Stanley, York and Elizabeth's Catholics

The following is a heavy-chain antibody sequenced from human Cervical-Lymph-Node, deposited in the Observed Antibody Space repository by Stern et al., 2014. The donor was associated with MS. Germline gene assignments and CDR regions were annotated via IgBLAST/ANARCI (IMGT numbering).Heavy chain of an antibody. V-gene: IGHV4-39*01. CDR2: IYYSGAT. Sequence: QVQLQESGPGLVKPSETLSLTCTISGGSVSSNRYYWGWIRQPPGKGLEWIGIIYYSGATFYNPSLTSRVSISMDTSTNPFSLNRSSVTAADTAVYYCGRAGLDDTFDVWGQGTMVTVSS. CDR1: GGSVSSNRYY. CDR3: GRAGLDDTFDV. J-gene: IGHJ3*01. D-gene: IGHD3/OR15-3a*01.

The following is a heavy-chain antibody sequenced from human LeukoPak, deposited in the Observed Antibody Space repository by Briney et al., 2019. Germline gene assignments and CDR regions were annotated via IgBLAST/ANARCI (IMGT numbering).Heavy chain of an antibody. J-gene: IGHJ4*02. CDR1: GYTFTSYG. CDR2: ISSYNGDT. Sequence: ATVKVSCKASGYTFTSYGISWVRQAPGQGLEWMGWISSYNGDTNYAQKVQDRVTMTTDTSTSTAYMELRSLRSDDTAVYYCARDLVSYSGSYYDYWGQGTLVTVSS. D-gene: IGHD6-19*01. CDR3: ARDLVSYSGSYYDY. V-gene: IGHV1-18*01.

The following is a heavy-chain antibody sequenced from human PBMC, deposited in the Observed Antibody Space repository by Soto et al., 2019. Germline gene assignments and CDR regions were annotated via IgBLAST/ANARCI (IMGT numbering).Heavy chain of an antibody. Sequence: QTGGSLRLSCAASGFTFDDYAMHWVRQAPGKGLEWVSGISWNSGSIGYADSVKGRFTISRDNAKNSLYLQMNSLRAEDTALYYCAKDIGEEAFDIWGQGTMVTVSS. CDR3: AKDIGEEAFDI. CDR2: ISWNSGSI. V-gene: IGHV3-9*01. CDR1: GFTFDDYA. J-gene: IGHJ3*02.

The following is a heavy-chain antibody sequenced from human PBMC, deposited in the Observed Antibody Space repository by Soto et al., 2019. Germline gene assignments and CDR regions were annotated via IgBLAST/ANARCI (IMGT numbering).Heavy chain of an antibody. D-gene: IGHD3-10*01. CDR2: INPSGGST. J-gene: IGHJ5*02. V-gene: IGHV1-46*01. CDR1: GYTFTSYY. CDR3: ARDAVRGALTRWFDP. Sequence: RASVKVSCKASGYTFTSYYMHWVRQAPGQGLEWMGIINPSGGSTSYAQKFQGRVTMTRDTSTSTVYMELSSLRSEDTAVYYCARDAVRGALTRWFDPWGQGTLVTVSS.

Things were bad enough, therefore, when news arrived at the end, of January that on the 19th two of the leading officers of the expeditionary force in the Netherlands, Sir William Stanley and Captain Rowland York, had defected to the King of Spain. (These dates – and all future ones here – are those of the Julian calendar then used in England. The Dutch like most of the continent employed the new Gregorian calendar which was ten days later.) What made the defection worse was the fact that Stanley and York had also handed over the two frontline garrisons under their command: the city of Deventer and the sconce (fort) opposite the Spanish- held town of Zutphen. Not only were these important strategic positions, but they also held a symbolic value as Stanley came from the established gentry of the north-west, his family being a junior branch of the great house of Stanley settled at Hooton in the Wirral. Both his father, Sir Row- land, and he were closely attached to the household of the Third Earl of Derby. Between 1567 and 1570 he obtained a military education in the Duke of Alba's army in the Netherlands (not as suspect at the time as it would appear in retrospect). Thereafter he served successfully in the Queen's army in Ireland, being both knighted and recommended to the Earl of Leicester in 1579. By 1582-85 he was being considered for one of the leading posts of the Irish garrison. Indeed, after his defection Leicester claimed that Elizabeth had been considering him as a possible lord deputy. In 1584 doubts were raised about his religious loyalty, but he was cleared by the Privy Council.
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